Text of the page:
“Catholic saints are holy people and human people who lived extraordinary lives. Each saint the church honors responded to God’s invitation to use his or her unique gifts. God calls each one of us to be a saint.”
“But you are a chosen people, a royal priesthood, a holy nation, God’s special possession, that you may declare the praises of him who called you out of darkness into his wonderful light.” -1 Peter 2:9, NIV
A few weeks ago, Deb introduced us to the topic of women in church history. She wrote about Mother Teresa, Lottie Moon, and Mary Slessor, women who pioneered missions by stepping into the unknown and uncomfortable, compelled by the love of God. She also introduced us to Hildegard of Bingen, a nun who was a prolific author. Today I want to introduce you to some women in church history who were part of the laity–members of the church who are not ordained or committed to exclusive full time ministry. These are women who held positions of influence outside the church who made great contributions to the church.
Olga was the wife of Igor of Kiev in the early tenth century, ruling as regent on behalf of her son following Igor’s death. She refused a marriage proposal from Prince Mal, a member of the tribe that killed her husband. Instead she crippled their military power and killed their strongest and wisest leaders. Then burned their village, using pigeons to spread the flames She was converted to Christianity and baptized by the Emperor Constantine VII in 945 or 957. After her conversion she requested missionaries be sent to her country. She was successful in converting her grandson Vladimir who brought Christianity to Russia. Olga’s legacy is muddy to be certain. She was influential in spreading the church to Russia, but she was also known for her barbaric rule. Did she use a new religion for political gain? Or did her relationship with Christ give her a true change of heart? Perhaps we’ll never know. We do know that the church spread throughout Russia and Europe because of her influence.
Matilda of Tuscany “The Great Countess”
Matilda was a powerful political and military leader in the eleventh century. She was a key player in the conflict between the Holy Roman Emperor and the Pope as they both struggled for power over the Church. Matilda, deeply religious, supported the Pope and was later sainted by the Catholic Church for her efforts. Though her position as ruler does call into question her sincerity of faith, she did make other contributions to the church, namely donations of land and money for developing religious communities and building a school of law. Whether for noble or selfish reasons, Matilda’s influence on the direction of the church was significant and is felt even today as the Catholic Church still recognizes a papal leadership.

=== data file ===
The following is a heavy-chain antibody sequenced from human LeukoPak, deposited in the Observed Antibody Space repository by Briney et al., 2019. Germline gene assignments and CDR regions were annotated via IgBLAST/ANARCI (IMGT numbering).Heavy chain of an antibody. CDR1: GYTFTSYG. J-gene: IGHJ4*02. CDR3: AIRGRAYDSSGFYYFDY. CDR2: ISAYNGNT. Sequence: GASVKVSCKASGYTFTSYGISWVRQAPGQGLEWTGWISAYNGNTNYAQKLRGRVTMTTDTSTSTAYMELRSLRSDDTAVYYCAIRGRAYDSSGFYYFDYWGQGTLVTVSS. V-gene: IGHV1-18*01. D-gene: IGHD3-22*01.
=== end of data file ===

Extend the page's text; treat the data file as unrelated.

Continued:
St. Hedwig of Silesia
Hedwig was married to Harry I, Duke of Silesia and Poland, with whom she had seven children. Together they ruled Silesia in the 13th century and used their wealth to fund monasteries in the area, contributing to the spread of German culture through the monks. They founded the convent of the Cistercian Nuns at Trebnitz with their own money, built on land they donated. They also built hospitals where Hedwig would personally visit to care for the sick. She is known for her piety, caring for the poor, visiting hermits and prisoners, washing the feet of lepers on Holy Thursday, and giving her money to such causes up until her death, leaving nothing as an inheritance. Following the death of her husband, Hedwig took up residence in the Cistercian Convent they had built and lived under the direction of her daughter, Gertrude, abbess of the monastery. She was known to walk barefoot, even in winter. Hedwig is an example of the great good that can be done with political leadership and wealth. She was not a nun, but she built and expanded the convents and monasteries where many nuns and monks would dedicate their lives to the cause of Christ and the betterment of humanity.
Many women throughout church history have made a lasting impact on the direction of the church and the spread of the Gospel. Some through complete devotion to God as nuns, missionaries, or ordained ministers, and some through political leadership and financial contributions. God desires to use all of his children, regardless of gender, occupation, gifting, economic level, or anything else. He chooses to build his kingdom on earth with us humans. The question is: are you willing to be used by God where you are?